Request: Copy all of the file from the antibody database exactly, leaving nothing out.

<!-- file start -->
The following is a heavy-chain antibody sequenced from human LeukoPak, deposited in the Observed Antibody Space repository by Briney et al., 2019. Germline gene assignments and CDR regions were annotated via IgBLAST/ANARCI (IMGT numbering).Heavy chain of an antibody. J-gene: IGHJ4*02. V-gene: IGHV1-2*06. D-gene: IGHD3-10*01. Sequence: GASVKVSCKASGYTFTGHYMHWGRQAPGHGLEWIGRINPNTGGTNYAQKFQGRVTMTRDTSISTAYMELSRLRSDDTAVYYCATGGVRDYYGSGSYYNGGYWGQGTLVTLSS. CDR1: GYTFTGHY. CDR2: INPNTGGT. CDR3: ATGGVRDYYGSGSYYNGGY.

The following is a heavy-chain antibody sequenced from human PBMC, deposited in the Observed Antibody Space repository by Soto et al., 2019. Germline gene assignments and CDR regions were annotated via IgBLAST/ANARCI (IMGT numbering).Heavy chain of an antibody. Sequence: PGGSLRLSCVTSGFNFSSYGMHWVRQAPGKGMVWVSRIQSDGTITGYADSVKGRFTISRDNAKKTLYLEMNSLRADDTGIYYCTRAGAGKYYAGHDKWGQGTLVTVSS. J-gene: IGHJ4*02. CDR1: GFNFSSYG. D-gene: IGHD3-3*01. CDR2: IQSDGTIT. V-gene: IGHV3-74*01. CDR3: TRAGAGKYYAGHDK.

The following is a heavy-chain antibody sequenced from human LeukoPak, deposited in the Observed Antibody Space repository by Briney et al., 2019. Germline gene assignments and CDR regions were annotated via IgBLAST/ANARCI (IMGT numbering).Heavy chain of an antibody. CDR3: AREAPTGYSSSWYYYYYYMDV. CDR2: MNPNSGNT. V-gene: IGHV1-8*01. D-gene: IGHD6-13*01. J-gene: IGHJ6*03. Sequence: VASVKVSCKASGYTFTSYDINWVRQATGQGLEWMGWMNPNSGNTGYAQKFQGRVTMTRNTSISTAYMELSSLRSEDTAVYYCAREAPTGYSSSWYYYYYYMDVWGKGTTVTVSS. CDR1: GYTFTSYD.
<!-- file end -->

The following is a heavy-chain antibody sequenced from human LeukoPak, deposited in the Observed Antibody Space repository by Briney et al., 2019. Germline gene assignments and CDR regions were annotated via IgBLAST/ANARCI (IMGT numbering).Heavy chain of an antibody. J-gene: IGHJ4*02. V-gene: IGHV1-2*06. D-gene: IGHD3-10*01. Sequence: GASVKVSCKASGYTFTGHYMHWGRQAPGHGLEWIGRINPNTGGTNYAQKFQGRVTMTRDTSISTAYMELSRLRSDDTAVYYCATGGVRDYYGSGSYYNGGYWGQGTLVTLSS. CDR1: GYTFTGHY. CDR2: INPNTGGT. CDR3: ATGGVRDYYGSGSYYNGGY.

The following is a heavy-chain antibody sequenced from human PBMC, deposited in the Observed Antibody Space repository by Soto et al., 2019. Germline gene assignments and CDR regions were annotated via IgBLAST/ANARCI (IMGT numbering).Heavy chain of an antibody. Sequence: PGGSLRLSCVTSGFNFSSYGMHWVRQAPGKGMVWVSRIQSDGTITGYADSVKGRFTISRDNAKKTLYLEMNSLRADDTGIYYCTRAGAGKYYAGHDKWGQGTLVTVSS. J-gene: IGHJ4*02. CDR1: GFNFSSYG. D-gene: IGHD3-3*01. CDR2: IQSDGTIT. V-gene: IGHV3-74*01. CDR3: TRAGAGKYYAGHDK.

The following is a heavy-chain antibody sequenced from human LeukoPak, deposited in the Observed Antibody Space repository by Briney et al., 2019. Germline gene assignments and CDR regions were annotated via IgBLAST/ANARCI (IMGT numbering).Heavy chain of an antibody. CDR3: AREAPTGYSSSWYYYYYYMDV. CDR2: MNPNSGNT. V-gene: IGHV1-8*01. D-gene: IGHD6-13*01. J-gene: IGHJ6*03. Sequence: VASVKVSCKASGYTFTSYDINWVRQATGQGLEWMGWMNPNSGNTGYAQKFQGRVTMTRNTSISTAYMELSSLRSEDTAVYYCAREAPTGYSSSWYYYYYYMDVWGKGTTVTVSS. CDR1: GYTFTSYD.